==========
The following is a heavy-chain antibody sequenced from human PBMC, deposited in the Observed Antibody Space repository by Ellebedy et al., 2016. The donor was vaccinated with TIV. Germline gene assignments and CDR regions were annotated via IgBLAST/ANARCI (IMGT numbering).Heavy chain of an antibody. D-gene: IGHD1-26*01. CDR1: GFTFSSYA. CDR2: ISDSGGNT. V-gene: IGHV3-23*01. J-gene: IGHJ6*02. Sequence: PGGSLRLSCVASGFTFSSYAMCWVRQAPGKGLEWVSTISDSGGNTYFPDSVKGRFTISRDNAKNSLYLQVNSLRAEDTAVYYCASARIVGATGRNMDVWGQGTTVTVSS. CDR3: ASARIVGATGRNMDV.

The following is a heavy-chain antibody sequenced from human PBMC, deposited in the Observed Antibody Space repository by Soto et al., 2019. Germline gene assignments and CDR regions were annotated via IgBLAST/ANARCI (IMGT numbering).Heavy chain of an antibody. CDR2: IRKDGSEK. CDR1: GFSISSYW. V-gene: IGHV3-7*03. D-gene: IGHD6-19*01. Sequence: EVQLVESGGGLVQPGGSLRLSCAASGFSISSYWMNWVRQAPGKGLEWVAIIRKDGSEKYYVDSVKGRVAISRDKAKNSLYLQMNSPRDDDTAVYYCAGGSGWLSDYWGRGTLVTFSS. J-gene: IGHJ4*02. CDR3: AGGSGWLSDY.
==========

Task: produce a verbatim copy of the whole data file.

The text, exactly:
The following is a heavy-chain antibody sequenced from human PBMC, deposited in the Observed Antibody Space repository by Ellebedy et al., 2016. The donor was vaccinated with TIV. Germline gene assignments and CDR regions were annotated via IgBLAST/ANARCI (IMGT numbering).Heavy chain of an antibody. D-gene: IGHD1-26*01. CDR1: GFTFSSYA. CDR2: ISDSGGNT. V-gene: IGHV3-23*01. J-gene: IGHJ6*02. Sequence: PGGSLRLSCVASGFTFSSYAMCWVRQAPGKGLEWVSTISDSGGNTYFPDSVKGRFTISRDNAKNSLYLQVNSLRAEDTAVYYCASARIVGATGRNMDVWGQGTTVTVSS. CDR3: ASARIVGATGRNMDV.

The following is a heavy-chain antibody sequenced from human PBMC, deposited in the Observed Antibody Space repository by Soto et al., 2019. Germline gene assignments and CDR regions were annotated via IgBLAST/ANARCI (IMGT numbering).Heavy chain of an antibody. CDR2: IRKDGSEK. CDR1: GFSISSYW. V-gene: IGHV3-7*03. D-gene: IGHD6-19*01. Sequence: EVQLVESGGGLVQPGGSLRLSCAASGFSISSYWMNWVRQAPGKGLEWVAIIRKDGSEKYYVDSVKGRVAISRDKAKNSLYLQMNSPRDDDTAVYYCAGGSGWLSDYWGRGTLVTFSS. J-gene: IGHJ4*02. CDR3: AGGSGWLSDY.